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as Karl Anderson
as Miriam Webster
as Helga Swenson
as Dr. Jonas
as Jim Nesbitt
as Mr. Adrims
as Lt. Miller
as Mrs. Adrims
as Mrs. Forest
as 1st Clerk
as 2nd Clerk
Critic Reviews for Homicidal
While traveling along similar lines as Psycho, director William Castle and scripter Robb White manage to include enough originality that the shock ending still has the power to catch many viewers off guard.
There never was a Psycho knock-off quite as overt about it, yet at the same time as creative and effective in its own right,
The plot's soon dawdling, a stuffy, overheated theatricality creeping in. Its take on transvestism is lurid and basically anti-gay in its anti-sissy-ness. No pulpish curiosity but a mere footnote in the post-Psycho history of slasher movies.
What's really surprising about Homicidal is that...it's an enjoyably bizarre film, making some of the basic elements of Psycho even freakier.
Audience Reviews for Homicidal
I really liked this movie, it's one of Castle's best films, I think. The story starts with a murder mystery and gets more complicated and confusing, and ends with a crazy twist. It's a lot of fun, and I highly recommend it.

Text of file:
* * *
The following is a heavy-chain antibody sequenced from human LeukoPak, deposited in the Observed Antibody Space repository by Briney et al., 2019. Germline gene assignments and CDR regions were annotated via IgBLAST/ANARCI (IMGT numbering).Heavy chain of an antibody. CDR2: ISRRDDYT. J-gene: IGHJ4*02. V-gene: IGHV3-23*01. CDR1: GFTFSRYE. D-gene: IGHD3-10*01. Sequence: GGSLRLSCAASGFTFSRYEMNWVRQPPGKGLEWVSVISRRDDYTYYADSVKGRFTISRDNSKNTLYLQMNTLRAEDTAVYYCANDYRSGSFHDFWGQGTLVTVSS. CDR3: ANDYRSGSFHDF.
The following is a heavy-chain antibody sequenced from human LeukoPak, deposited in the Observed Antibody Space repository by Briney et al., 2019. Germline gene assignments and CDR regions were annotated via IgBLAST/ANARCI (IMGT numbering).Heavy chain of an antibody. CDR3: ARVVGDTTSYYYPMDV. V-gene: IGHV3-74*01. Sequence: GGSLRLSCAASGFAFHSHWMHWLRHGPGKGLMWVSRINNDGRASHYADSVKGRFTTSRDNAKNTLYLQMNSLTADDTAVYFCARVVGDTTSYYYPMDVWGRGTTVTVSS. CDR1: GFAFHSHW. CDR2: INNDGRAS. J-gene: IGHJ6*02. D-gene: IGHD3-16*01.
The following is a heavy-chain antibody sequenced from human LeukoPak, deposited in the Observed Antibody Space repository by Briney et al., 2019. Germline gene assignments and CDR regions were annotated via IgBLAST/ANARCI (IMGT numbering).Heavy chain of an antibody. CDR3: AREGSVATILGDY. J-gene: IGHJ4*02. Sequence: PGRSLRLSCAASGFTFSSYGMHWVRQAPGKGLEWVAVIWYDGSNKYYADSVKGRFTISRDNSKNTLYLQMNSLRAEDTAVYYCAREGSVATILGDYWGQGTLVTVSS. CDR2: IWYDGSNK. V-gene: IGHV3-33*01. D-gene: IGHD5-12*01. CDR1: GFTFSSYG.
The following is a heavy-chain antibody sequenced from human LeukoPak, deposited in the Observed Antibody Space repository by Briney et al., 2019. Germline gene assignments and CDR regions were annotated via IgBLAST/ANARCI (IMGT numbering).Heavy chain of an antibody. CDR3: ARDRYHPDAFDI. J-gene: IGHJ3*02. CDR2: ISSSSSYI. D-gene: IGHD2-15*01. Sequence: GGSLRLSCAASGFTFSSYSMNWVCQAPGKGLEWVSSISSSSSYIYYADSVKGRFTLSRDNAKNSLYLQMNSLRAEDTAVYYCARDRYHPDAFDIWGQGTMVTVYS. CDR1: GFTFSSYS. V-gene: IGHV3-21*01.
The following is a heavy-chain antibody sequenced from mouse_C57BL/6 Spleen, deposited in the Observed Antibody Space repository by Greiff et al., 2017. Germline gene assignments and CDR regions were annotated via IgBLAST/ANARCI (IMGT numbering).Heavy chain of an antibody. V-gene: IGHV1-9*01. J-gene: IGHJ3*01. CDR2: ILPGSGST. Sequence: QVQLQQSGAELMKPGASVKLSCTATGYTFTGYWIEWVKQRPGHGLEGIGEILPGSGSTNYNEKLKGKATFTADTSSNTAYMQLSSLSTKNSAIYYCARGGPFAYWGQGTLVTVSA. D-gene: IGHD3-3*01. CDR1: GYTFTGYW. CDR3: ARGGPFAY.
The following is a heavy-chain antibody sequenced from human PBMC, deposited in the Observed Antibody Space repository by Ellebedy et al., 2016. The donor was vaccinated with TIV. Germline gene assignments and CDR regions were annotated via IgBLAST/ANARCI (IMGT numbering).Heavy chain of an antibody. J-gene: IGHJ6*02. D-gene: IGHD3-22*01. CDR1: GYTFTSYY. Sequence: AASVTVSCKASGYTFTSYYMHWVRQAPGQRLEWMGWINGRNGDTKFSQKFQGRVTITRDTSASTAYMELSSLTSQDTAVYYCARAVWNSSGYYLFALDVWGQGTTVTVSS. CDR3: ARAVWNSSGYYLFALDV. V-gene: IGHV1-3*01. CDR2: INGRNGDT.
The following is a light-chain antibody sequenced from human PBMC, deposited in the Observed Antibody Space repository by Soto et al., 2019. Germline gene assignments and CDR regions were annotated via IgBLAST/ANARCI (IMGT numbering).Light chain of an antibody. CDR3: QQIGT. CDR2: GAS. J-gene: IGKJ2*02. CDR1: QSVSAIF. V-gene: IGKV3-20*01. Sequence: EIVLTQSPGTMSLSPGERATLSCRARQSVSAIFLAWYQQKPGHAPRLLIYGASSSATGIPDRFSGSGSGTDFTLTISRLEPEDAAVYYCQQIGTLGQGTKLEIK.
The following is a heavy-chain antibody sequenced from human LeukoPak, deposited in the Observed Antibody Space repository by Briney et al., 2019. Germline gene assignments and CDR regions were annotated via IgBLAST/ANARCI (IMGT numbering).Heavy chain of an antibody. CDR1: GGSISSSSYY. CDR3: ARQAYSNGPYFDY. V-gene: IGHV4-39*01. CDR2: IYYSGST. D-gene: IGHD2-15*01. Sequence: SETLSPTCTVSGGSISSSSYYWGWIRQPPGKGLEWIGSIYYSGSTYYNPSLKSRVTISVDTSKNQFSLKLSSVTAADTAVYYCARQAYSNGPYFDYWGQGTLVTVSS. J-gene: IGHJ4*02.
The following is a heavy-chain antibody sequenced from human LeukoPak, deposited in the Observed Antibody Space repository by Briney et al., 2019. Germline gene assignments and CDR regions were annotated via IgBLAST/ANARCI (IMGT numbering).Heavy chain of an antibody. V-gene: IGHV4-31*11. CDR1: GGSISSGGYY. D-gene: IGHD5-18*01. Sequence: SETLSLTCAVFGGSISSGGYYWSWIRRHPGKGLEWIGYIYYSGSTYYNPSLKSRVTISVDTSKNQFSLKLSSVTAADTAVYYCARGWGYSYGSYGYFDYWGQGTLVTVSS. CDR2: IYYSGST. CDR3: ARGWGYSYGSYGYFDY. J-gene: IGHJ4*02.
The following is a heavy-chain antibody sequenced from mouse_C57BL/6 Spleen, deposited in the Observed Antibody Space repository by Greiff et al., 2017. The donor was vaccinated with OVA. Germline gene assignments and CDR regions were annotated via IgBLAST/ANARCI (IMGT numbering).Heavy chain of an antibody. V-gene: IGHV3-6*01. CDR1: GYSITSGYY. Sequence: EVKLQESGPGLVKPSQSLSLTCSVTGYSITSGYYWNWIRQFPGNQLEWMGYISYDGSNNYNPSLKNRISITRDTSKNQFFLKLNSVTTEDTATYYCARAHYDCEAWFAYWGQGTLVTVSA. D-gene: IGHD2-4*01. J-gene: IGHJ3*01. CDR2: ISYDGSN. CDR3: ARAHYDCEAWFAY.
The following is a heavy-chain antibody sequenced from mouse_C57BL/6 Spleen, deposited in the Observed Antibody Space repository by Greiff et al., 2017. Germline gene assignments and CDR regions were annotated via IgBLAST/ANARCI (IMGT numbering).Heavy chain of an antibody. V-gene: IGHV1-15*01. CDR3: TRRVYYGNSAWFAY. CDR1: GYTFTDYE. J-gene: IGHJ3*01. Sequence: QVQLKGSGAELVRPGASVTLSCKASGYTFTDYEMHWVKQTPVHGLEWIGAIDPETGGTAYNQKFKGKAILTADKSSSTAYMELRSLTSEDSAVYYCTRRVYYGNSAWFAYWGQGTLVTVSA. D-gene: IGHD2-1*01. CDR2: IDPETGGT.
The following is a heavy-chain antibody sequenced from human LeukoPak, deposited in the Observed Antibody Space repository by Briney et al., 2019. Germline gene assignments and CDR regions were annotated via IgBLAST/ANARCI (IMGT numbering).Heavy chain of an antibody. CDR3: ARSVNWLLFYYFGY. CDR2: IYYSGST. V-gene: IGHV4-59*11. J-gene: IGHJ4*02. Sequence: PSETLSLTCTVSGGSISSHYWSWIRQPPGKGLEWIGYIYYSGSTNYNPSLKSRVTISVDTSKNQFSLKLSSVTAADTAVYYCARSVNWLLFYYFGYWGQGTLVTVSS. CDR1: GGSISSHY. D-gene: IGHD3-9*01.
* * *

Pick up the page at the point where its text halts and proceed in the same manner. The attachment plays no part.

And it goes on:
One of three William Castle films I took in this past weekend. And actually, as cheezy as it is, the most entertaining of the bunch. I thought I had the story figured out, but then the film went and threw me a couple of curve balls, A strange climactic scene that bore a resemblence to PSYCHO made me want to see the film again to fill in some details of how they got there.
Totally defanged as anything remotely resembling a thriller, horror or serious movie, but a relatively fun campy watch. I can't believe people never see the twist coming - I had it figured out within twenty minutes. Come on, have y'all never watched a movie before? Especially hilarious is William Castle coming to hold our hands in the last fifteen minutes of the movie, warning weaker members of the audience that what they're about to see is TRULY HORRIFIC and giving them a "fright break" to leave the theater if they are so inclined. Really, this is sort of an interesting look into a genesis of camp, where a genre piece has become so woefully dated (by means of technical composition and the changing of the form itself) that its worthlessness actually wraps back around to entertainment again. Fun, but too much of a Hitchcock ripoff to truly appreciate. Even in badness, originality is important.
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